Likes, dislikes: Red Sox have a better tone, but lots of questions

FORT MYERS, Fla. -- What I like, and don't like, about the Red Sox:

Things I like

-- It doesn't take long to see and feel that the tone in the Red Sox clubhouse has changed. Jon Lester says he was embarrassed and humbled by the way he pitched in 2012, and it seems that's true of the team as a whole. How that translates to wins and losses, we'll see.

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 The bullpen looks deep and strong. The Red Sox added closer Joel Hanrahan and middle reliever Koji Uehara. They saw Daniel Bard return to the bullpen, which seems to be where he belonged all along. They've watched the development of Junichi Tazawa. There should be enough good arms to hold leads, if the Red Sox can get leads.

 It's understandable that we focus on all that went wrong, but the Red Sox still have Dustin Pedroia and David Ortiz and Jacoby Ellsbury, all proven championship-level players. Is this really last-place talent?

 The offseason additions may not have been exciting, but the Red Sox did fill multiple needs. And even they say they were searching for talent and not just character, they did add a lot of players who come to them from winning environments (Shane Victorino from the Phillies, David Ross from the Braves, Jonny Gomes from the A's, etc.).

Things I don't like

 Can we just assume that the rotation that has been lousy for more than a year will suddenly return to being championship-level? Can we assume that John Lackey will make a strong return from Tommy John surgery, no matter how good he has looked early this spring?

 The Red Sox saw John Farrell as the perfect fit as their manager, but some of the things that happened to Farrell's teams in Toronto have to be seen as cause for some concern. The Blue Jays failed last season in large part because of pitching injuries, but there were clubhouse issues, too. And Farrell's Jays got such a reputation for bad base-running that when the Jays had their first screwup on the bases this spring, one Toronto writer described it as "Farrell-esque."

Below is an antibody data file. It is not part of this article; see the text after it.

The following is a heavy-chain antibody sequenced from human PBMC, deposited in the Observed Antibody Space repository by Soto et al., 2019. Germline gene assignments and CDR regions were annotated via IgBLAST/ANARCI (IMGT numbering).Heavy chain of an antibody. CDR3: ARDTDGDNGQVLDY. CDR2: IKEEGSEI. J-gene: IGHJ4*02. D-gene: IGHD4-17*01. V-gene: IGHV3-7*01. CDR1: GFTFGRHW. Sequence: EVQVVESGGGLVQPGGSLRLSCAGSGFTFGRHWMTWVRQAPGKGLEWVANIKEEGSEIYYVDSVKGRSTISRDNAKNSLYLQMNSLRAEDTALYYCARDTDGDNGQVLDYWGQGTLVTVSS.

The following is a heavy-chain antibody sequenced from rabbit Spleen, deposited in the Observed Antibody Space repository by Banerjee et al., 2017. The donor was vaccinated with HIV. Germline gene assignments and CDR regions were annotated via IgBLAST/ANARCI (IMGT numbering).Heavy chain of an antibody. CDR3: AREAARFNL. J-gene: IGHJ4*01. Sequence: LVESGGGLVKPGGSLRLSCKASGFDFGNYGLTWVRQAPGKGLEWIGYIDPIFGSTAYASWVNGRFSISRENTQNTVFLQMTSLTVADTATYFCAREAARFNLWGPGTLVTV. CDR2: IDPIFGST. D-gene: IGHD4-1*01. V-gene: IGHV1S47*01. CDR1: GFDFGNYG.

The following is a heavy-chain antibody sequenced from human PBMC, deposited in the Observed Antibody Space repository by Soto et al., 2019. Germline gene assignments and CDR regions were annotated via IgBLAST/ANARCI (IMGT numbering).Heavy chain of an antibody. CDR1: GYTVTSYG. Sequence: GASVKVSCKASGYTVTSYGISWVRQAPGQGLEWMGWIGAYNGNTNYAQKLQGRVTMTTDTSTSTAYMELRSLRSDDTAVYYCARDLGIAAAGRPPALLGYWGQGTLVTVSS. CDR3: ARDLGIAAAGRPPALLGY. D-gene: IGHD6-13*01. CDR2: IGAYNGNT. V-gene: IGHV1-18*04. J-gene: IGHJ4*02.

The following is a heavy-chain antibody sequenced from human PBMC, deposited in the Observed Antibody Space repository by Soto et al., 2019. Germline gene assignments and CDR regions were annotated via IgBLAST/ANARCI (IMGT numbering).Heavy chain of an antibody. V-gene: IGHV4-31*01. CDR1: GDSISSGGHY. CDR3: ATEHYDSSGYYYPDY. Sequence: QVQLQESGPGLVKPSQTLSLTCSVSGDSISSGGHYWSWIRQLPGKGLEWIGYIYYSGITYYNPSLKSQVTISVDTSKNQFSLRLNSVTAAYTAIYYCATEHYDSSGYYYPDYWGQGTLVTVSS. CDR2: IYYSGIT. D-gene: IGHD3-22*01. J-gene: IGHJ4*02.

Winning isn't all about having star players, but it sure does strike you that the Red Sox came to camp this year with fewer true stars than they had a year ago. The big trade with the Dodgers was celebrated because the Sox got out from under some really bad contracts, but it's not like the Red Sox went out and spent that money on acquiring proven stars to replaced the failed ones they traded away.

 Bringing Ryan Dempster to the American League never seemed like a good idea when the Rangers did it last July. Sure enough, Dempster had mixed (often bad) results. So then the Red Sox doubled down and brought Dempster to the American League East.

 The Red Sox love to talk about how many great prospects they have, and they do have quite a bit of young talent. But winning with kids is never going to be easy, and winning with kids in Boston is even tougher. And waiting for the kids to come is toughest of all.

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